North America Recap Day 1: Canada Wins First Relay Medal In 24 Years


The opening day of Olympic swimming was a very successful one for North America, finishing the night with four medals and five national records, not to mention four others advancing to finals tomorrow night.

The biggest story is the Canadian women, who won the nation’s first Olympic relay medal in 24 years tonight in the 400 free relay, claiming bronze. It was also the first medal for the Canadian women in this event in 40 years, last winning bronze back in 1976 in Montreal. Their last medal was done in 1992 by the men’s medley relay, who also won bronze. The Canadians broke and re-broke the national record in the prelims and final.

Leading the way was 16 year-old Penny Oleksiak, who followed up qualifying for the 100 fly final tonight with a 52.72 anchor leg to hold off defending Olympic 100 free champion Ranomi Kromowidjojo of the Netherlands.

The American women also won silver in the 400 free relay, getting a new national record of their own in 3:31.89. The previous record was set at the 2013 World Championships, as the team won gold in 3:32.31. The team received fast splits from Abbey Weitzeil (52.56) and Katie Ledecky (52.79).

The two other medals won on the night were silvers in the 400 IM: Chase Kalisz took down his personal best by a wide margin to get 2nd in 4:06.75, while Maya Dirado also posted a personal best 4:31.15 to get 2nd in the women’s race.

Here’s a look at the other highlights from North Americans On Day 1:

Though a day of many successes, there were also some disappointments.

Here’s a look at some of the disappointments on the day for North Americans:

  • Kelsi Worrell, who posted a best time of 56.48 at US Trials, goes 57.54 in 100 fly semis and finishes 9th missing the final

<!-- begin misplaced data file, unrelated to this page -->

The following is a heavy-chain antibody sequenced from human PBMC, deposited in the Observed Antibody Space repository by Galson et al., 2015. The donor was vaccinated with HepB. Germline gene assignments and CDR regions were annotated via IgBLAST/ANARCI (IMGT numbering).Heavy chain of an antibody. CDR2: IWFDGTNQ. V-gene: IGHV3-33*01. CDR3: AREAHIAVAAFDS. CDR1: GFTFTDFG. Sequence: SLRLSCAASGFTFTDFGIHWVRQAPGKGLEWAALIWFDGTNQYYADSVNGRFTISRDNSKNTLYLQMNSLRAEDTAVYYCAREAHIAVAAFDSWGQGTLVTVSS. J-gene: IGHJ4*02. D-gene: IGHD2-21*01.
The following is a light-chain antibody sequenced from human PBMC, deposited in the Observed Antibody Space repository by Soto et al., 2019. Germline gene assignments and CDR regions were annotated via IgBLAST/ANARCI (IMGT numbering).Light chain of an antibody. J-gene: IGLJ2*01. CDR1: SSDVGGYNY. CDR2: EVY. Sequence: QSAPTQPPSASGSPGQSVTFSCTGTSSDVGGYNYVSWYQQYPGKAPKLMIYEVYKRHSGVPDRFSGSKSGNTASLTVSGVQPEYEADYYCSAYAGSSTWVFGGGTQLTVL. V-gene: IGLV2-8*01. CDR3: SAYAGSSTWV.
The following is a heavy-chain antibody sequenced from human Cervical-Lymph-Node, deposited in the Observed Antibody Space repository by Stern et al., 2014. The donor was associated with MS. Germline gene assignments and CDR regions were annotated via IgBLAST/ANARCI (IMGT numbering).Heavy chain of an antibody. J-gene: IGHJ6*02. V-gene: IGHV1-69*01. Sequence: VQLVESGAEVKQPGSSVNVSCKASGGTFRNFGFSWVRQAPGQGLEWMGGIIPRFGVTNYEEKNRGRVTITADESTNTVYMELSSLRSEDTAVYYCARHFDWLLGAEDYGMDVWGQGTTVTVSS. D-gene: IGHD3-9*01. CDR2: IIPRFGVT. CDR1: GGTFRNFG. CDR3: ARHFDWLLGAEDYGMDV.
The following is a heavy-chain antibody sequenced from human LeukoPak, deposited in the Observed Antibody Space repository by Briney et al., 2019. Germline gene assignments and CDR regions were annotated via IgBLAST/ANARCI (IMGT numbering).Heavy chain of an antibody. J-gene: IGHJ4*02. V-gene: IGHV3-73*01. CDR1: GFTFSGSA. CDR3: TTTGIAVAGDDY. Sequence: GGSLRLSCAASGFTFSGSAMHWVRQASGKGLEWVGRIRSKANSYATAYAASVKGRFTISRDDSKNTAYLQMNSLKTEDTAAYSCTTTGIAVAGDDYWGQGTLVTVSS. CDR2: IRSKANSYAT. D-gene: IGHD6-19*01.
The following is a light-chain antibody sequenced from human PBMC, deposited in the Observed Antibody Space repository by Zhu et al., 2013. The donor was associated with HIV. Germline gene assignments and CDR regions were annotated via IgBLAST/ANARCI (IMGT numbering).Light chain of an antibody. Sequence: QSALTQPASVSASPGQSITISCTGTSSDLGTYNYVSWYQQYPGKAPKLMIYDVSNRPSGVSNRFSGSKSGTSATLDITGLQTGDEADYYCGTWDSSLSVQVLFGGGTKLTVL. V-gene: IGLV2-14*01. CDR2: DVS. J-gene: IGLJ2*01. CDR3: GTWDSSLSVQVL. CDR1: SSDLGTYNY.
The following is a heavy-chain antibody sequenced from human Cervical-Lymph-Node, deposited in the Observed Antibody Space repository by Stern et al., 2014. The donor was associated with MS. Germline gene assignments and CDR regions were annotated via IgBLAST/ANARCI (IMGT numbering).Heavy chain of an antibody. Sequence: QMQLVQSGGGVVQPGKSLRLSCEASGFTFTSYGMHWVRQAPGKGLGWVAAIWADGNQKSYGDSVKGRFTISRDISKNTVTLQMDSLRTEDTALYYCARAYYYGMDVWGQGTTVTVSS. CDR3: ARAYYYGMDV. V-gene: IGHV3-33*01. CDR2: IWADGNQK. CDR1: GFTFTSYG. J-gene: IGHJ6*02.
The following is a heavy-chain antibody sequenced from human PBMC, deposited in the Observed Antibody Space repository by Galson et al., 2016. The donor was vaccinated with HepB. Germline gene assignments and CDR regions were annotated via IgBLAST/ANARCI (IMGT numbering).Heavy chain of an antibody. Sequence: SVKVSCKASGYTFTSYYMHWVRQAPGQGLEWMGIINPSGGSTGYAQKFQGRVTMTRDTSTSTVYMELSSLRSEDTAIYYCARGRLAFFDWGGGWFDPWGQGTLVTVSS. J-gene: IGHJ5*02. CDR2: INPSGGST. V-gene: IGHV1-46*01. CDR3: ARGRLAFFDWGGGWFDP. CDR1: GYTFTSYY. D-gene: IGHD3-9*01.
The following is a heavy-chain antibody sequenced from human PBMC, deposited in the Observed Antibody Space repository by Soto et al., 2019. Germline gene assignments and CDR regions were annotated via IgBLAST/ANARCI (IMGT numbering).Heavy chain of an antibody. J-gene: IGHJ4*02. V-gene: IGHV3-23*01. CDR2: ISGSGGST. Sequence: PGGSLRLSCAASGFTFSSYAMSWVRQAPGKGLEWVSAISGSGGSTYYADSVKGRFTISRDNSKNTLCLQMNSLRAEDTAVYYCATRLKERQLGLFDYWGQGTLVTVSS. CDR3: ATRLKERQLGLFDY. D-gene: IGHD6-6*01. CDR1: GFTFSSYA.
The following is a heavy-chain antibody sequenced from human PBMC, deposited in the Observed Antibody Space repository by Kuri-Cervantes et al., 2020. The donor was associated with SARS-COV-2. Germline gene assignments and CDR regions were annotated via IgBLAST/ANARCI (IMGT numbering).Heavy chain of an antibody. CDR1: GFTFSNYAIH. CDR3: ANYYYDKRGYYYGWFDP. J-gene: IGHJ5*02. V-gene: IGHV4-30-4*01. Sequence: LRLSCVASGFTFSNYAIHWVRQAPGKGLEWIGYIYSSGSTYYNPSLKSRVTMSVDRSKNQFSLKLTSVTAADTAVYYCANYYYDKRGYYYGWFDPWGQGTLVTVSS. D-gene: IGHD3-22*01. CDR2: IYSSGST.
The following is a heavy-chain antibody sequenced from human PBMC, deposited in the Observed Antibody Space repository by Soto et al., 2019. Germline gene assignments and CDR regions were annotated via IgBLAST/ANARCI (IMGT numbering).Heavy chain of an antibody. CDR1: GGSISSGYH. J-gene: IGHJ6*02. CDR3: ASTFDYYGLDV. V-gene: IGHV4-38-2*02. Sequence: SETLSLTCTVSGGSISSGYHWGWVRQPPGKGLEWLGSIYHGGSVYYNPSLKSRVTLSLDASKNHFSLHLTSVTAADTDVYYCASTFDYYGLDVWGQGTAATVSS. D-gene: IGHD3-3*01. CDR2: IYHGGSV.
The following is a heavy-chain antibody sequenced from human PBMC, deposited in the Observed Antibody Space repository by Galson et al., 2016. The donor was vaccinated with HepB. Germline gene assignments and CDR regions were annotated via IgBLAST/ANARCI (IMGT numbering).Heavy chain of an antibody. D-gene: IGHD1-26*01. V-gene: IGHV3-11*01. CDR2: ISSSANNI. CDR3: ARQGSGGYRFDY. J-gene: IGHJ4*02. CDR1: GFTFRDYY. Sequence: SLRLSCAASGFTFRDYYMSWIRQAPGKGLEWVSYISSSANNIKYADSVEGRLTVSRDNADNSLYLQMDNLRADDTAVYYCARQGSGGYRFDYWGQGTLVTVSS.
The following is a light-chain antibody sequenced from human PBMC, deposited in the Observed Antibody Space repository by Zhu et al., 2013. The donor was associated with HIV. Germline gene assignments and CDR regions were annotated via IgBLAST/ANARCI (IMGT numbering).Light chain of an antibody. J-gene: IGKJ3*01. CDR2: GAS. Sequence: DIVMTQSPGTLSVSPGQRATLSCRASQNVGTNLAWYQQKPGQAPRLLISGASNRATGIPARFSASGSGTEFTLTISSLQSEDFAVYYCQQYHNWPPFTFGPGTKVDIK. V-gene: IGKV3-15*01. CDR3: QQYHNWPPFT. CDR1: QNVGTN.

• After posting the top time in prelims, Conor Dwyer narrowly misses a medal in 400 free (4th). Teammate Connor Jaeger also closely misses out in 5th.
  • Canadian Ryan Cochrane misses out on 400 free final for third successive Olympics by less than half a second (first two were by less than a tenth, today four tenths)
  • 2015 World Championship bronze medallist Emily Overholt finishes 5th in 400 IM final (though an impressive swim for what we’ve seen from her this year)

Here’s a look at the medal table for all North American teams after day 1:


















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4 years ago

Only way Canada wins at anything non-hockey related is if they cheated. Probably PEDs.

Reply to  Henry
4 years ago

We here dont like your overstating ugly comments , I recommand for u to change sport or channel or even life style .

About James Sutherland

James Sutherland

James swam five years at Laurentian University in Sudbury, Ontario, specializing in the 200 free, back and IM. He finished up his collegiate swimming career in 2018, graduating with a bachelor's degree in economics. In 2019 he completed his graduate degree in sports journalism. Prior to going to Laurentian, James swam …

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